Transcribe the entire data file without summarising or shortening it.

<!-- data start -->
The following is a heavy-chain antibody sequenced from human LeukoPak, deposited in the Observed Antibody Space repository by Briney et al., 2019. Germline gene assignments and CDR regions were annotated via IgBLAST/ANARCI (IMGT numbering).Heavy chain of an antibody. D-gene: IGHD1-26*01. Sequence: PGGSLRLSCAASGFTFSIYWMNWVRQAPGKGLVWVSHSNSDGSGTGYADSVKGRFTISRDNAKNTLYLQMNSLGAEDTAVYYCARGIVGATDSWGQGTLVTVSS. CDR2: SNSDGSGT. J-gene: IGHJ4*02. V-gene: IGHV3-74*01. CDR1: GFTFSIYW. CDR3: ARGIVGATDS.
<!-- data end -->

The following is a heavy-chain antibody sequenced from human LeukoPak, deposited in the Observed Antibody Space repository by Briney et al., 2019. Germline gene assignments and CDR regions were annotated via IgBLAST/ANARCI (IMGT numbering).Heavy chain of an antibody. D-gene: IGHD1-26*01. Sequence: PGGSLRLSCAASGFTFSIYWMNWVRQAPGKGLVWVSHSNSDGSGTGYADSVKGRFTISRDNAKNTLYLQMNSLGAEDTAVYYCARGIVGATDSWGQGTLVTVSS. CDR2: SNSDGSGT. J-gene: IGHJ4*02. V-gene: IGHV3-74*01. CDR1: GFTFSIYW. CDR3: ARGIVGATDS.